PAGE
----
In round two, Rosario (20-1-1, 14 KOs) caught Williams with a punch that left a cut over his left eyelid. In the fifth, the challenger, ahead on the scorecards after a slow start, stunned “J-Rock” with a volley of punches starting with a hard right hand and then, after Williams lost his balance, followed up with several hard punches, notably a wicked uppercut that left Williams (27-2-1) all at sea. The stoppage by referee Benjy Estevez met with the disapproval of the pro-Williams crowd, but it was clearly the right call. The official time was 1:17 of round five.

After the fight, Williams indicated that there was a rematch clause in the contract that he intends to activate.

Co-Feature

In a fight billed for the WBA interim super featherweight title, Brooklyn’s Chris Colbert (14-0, 5 KOs) stepped up in class and won a clear-cut 12-round decision over Panamanian southpaw Jezreel Corrales (23-4), a former WBA 130-pound title-holder. The cat-quick Colbert, 23, scored the bout’s lone knockdown, sending Corrales to the canvas in the 10th round with a short overhand right. The scores were 116-111 and 117-110 twice.

Kiddie Corps

In a humdrum fight slated for six rounds, 19-year-old super welterweight Joey Spencer (who is rapidly out-growing the division), won every round against Erik Spring, a 35-year-old champion kickboxer from Reading, PA. Spencer, whose style and body type has drawn comparisons to a young Canelo Alvarez, didn’t fight with his usual aggression, but advanced his record to 10-0. A southpaw, Spring (13-4-2) brought little to the table but maintained his distinction of having never been stopped.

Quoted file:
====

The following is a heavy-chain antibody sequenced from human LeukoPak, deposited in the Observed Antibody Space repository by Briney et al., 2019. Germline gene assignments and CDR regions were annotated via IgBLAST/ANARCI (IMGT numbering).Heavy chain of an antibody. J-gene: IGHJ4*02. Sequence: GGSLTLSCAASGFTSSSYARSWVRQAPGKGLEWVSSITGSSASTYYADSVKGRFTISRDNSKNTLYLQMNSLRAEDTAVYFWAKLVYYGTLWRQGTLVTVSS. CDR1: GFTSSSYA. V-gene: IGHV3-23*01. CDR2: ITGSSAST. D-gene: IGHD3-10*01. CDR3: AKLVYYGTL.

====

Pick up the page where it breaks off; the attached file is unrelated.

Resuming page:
In a four-round welterweight match, 17-year-old high school senior Vito “White Magic” Mielnicki Jr advanced to 4-0 but was extended the distance for the first time by overmatched but brave Preston Wilson (6-4-1), a boxer from Parkersburg, W. Va. In his first three pro fights, Mielnicki had answered the bell for only four rounds.

Also

In a super welterweight contest slated for 10 rounds, Mexican veteran Jorge Cota (30-4, 17 KOs) had too much firepower for Thomas “Cornflake” LaManna. There were no knockdowns, but LaManna ate a lot of leather before the referee intervened at 1:22 of the fifth. The crowd thought the stoppage was premature, but it met with the approval of LaManna’s cornermen.

In an all-Philadelphia affair between super welterweights, Paul Kroll (7-0, 6 KOs) scored a fourth-round stoppage of Marcel Rivers. (7-3). Kroll knocked Rivers down in the third and twice more in the fourth, but Rivers was on his feet when the referee thought it prudent to call it off. Kroll, 25, made the 2016 U.S. Olympic team but was eliminated at an international qualifying tournament and the U.S. competed in Rio without a representative in his weight class.

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Photo credit: Stephanie Trapp / TGB Promotions